The Pi Delta Psi fraternity on  Sunday, Sept. 24, 2017, where a UPS worker said he fell in 2014, spurring a recent lawsuit.

Jason Ben Nathan / Sun Senior Photographer

The Pi Delta Psi fraternity on Sunday, Sept. 24, 2017, where a UPS worker said he fell in 2014, spurring a recent lawsuit.

September 26, 2017

Cornell Sued After UPS Worker Said He Slipped and Fell on Fraternity Staircase

Print More

A United Parcel Service employee’s fall on a staircase in front of a Cornell fraternity three years ago could end up costing the University.

Liberty Mutual Insurance Company is suing Cornell three years after the company says a UPS employee was injured when he slipped and fell while walking on a damaged staircase in front of Pi Delta Psi on Triphammer Road.

The slip and fall, which the insurance company said occurred on Sept. 24, 2014, led the UPS employee to submit a claim to Liberty Mutual, which paid him workers’ compensation and is now suing Cornell on his behalf.

In New York State Supreme Court in Tompkins County, Liberty Mutual said Cornell’s “negligence, careless and reckless acts, and/or omissions” directly resulted in injuries to the UPS worker, who “suffered various physical injuries and has been caused to incur bills for medical expenses and medical treatment,” the company said.

The insurance company does not mention what injuries the UPS worker suffered, but demands that Cornell pay damages, with interest, as well as attorney’s fees and the cost of the lawsuit.

It is not clear from the filing if the insurance company is claiming the UPS driver was injured walking up the wood staircase attached to the green fraternity house or on a stone set of steps leading up to the front of the building at 124 Triphammer Rd.

Mark S. Labe, the New York attorney representing Liberty Mutual, did not respond to an email and voicemail on Tuesday afternoon.

Because Cornell owned or maintained the staircase in question in front of Pi Delta Psi, the insurance company said, the University is responsible for the injuries reportedly suffered by the UPS employee.

Pi Delta Psi is an Asian-interest fraternity founded in 1994 in Binghamton, according to the fraternity’s website. No members of the fraternity are named in the lawsuit.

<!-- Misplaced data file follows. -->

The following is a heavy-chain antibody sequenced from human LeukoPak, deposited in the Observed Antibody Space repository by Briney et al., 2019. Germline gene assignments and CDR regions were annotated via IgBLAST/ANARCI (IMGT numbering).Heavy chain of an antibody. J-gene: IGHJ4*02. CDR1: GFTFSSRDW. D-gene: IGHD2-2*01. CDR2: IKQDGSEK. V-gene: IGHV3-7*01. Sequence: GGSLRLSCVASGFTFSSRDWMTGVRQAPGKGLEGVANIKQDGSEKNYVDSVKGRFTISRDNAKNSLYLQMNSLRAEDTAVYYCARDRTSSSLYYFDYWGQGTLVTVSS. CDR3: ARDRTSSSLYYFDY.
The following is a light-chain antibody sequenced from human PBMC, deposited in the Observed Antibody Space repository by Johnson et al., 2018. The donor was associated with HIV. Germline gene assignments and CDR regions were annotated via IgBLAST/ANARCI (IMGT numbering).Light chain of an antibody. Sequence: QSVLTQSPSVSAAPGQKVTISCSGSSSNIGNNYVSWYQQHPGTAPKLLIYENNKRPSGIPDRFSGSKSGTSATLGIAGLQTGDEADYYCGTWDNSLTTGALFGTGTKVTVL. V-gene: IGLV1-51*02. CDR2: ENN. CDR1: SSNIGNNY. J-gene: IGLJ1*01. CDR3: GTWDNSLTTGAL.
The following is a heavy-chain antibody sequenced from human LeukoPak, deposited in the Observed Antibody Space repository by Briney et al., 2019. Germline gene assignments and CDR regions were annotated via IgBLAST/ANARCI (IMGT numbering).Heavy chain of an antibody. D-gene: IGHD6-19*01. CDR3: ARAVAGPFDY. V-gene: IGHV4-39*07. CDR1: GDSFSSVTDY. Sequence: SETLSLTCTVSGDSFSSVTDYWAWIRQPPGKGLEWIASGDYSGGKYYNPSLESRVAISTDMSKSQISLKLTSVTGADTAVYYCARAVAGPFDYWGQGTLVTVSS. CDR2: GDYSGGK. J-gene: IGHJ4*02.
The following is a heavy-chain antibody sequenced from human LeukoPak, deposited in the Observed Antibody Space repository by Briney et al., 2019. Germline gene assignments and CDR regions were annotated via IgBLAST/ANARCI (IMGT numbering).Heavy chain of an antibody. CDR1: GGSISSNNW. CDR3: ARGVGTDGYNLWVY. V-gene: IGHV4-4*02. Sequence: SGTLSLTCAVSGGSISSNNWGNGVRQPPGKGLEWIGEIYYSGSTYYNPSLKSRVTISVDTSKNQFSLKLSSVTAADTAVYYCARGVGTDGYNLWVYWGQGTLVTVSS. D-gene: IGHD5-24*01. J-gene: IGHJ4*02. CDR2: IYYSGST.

The University has not yet responded to the lawsuit, which was filed on Sept. 22.

The insurance company, Liberty Mutual, is suing because it already paid the UPS employee’s claim, according to the suit. Therefore, the suit says, the insurance company became entitled to the rights of the UPS worker to file suit against Cornell.

  • Jay Wind

    Without commenting on the merits of this specific case, Sun readers should know that each Cornell fraternity is required to provide Cornell with evidence of a liability policy with at least $1 million of coverage. Cornell also has coverage from Lloyds of London for vicarious liability for Greek organizations with the cost of that policy divided among the various Greek houses. So, these cases are more insurance company sues insurance company rather than oh my gosh, my tuition will go up next year because a UPS guy fell on the steps in 2014 Perhaps the Sun could interview Cornell’s risk management office and do a story on the general Cornell insurance situation.

  • jaydeeare

    I’m surprised that this case has gone to court. There must be some equivalent of a homeowner’s insurance policy on Pi Delta Pi’s building. The UPS driver’s lawyer, or UPS itself, could have documented the driver’s injuries and presented the documentation to the building’s insurance agent, who may have offered a reasonable settlement.
    I went through a similar situation after a dog a local dog park here in Maryland pulled a five-inch U-shaped hunk of flesh loose from my leg. My lawyer documented the injury and associated medical expenses and presented the documentation to the dog’s owners’ homeowners insurance agent. The agent made a good offer and we accepted it. The court system wasn’t involved.

    • Jay Wind

      There is a different standard for workman’s compensation claims and a tort action against a third party. If you are hurt and can prove that it was on the job, it is easy to get compensated. It is hard to establish negligence in a slip-and-fall case. Was a banana peel left on the front steps? Ithaca did not have a lot of ice and snow on Sept. 24, 2014, so it was not a case of forgetting to clear the steps.